Kratom Rooibos Relaxing Tea Recipe

Kratom Rooibos Relaxing Tea Recipe

Rooibos tea, also known as "red bush tea," is a caffeine-free herbal infusion originating from South Africa. It is known for its rich antioxidants, calming properties, and naturally sweet flavor, which can complement the earthy taste of Kratom. Here's a simple recipe to enjoy both.

Kratom Rooibos Tea Recipe

Makes 2 servings.


  • 2-4 grams of Kratom powder (adjust based on your personal preference and tolerance)
  • 1-2 Rooibos tea bags or 1-2 tablespoons loose leaf Rooibos tea
  • 3 cups of water
  • Lemon slices
  • Honey, agave nectar, or sugar to taste (optional)
  • A pinch of cinnamon or vanilla extract for added flavor (optional)


Boiling Water: In a pot or kettle, bring 3 cups of water to a gentle boil. Reduce the heat until the water is simmering (200°F).

Simmer Rooibos: Once the water is simmering add your Rooibos tea. If you're using tea bags, simply drop them in. For loose leaf tea, consider using a tea infuser or tea ball. Allow the tea to simmer for about 5 minutes. Rooibos releases its flavors and nutrients better at high temperatures.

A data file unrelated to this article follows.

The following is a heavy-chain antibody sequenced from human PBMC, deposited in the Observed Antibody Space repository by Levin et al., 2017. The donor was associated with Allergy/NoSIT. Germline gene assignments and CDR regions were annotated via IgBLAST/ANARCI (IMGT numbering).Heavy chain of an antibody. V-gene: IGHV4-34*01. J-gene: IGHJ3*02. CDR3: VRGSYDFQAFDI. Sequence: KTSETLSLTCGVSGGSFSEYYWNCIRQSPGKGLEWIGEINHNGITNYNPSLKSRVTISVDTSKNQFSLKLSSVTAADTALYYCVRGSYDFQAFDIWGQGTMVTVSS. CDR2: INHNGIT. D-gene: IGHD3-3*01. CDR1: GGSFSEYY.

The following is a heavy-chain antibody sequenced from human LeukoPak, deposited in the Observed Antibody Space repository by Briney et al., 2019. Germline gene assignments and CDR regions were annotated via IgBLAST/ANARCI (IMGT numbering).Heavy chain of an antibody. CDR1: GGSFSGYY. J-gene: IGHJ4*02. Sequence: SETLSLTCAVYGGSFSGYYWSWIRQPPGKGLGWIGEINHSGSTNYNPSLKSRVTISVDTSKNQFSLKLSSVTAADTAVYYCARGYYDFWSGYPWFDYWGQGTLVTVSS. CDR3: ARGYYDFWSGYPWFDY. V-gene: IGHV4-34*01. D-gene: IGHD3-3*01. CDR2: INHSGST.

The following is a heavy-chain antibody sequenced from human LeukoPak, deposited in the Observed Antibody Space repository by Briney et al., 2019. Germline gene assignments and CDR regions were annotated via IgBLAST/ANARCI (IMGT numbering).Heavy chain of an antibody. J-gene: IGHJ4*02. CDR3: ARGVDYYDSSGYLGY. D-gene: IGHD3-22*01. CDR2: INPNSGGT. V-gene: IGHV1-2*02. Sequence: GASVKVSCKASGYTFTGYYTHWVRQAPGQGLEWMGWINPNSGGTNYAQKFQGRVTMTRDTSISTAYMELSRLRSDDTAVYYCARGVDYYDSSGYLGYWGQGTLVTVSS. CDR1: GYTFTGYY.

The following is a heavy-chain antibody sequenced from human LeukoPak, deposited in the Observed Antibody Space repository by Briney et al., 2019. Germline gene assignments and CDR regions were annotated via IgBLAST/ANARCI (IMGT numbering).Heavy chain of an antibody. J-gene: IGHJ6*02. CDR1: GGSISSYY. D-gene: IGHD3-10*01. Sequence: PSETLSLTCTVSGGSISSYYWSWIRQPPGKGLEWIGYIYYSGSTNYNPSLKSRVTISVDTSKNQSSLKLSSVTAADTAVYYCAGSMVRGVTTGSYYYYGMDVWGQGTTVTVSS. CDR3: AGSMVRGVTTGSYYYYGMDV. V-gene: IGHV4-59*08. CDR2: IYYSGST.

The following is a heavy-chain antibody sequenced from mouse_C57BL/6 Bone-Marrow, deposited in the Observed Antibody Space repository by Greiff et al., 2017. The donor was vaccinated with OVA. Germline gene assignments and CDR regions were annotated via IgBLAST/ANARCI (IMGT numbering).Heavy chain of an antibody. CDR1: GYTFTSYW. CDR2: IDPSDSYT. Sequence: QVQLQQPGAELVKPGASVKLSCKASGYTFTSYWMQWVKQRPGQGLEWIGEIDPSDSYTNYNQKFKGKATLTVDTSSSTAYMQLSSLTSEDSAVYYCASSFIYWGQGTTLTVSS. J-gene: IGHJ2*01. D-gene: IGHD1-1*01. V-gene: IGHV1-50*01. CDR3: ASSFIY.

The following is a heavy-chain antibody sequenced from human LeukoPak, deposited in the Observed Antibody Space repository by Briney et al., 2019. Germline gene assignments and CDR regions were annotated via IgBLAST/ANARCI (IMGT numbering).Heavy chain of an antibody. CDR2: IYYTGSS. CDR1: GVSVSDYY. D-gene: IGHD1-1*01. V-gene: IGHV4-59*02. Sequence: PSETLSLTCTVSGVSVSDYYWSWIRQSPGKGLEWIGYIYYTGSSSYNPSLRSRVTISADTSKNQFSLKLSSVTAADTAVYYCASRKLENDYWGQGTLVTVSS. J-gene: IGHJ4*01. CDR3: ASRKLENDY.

Steep Kratom: Turn off the heat, ensuring the water isn't boiling, and stir in your Kratom powder. This will ensure that the alkaloids from the Kratom don't degrade from excessive heat. Let this mixture steep for another 10-15 minutes. Strain or consume kratom powder for a more potent brew.

Flavor: Add honey, agave nectar, or sugar to sweeten the tea to your liking. You can also add a slice of lemon, which can enhance the tea's flavor and may help activate the alkaloids in the Kratom. If desired, sprinkle a pinch of cinnamon or add a drop of vanilla extract for added complexity.

Serve & Enjoy: Pour the tea into a mug and enjoy it while warm!

Note: The combination of Kratom and Rooibos is soothing and offers a unique taste. However, always start with a lower dose of Kratom when trying a new recipe and listen to how your body responds. Always use Kratom responsibly and be informed of its potential effects.

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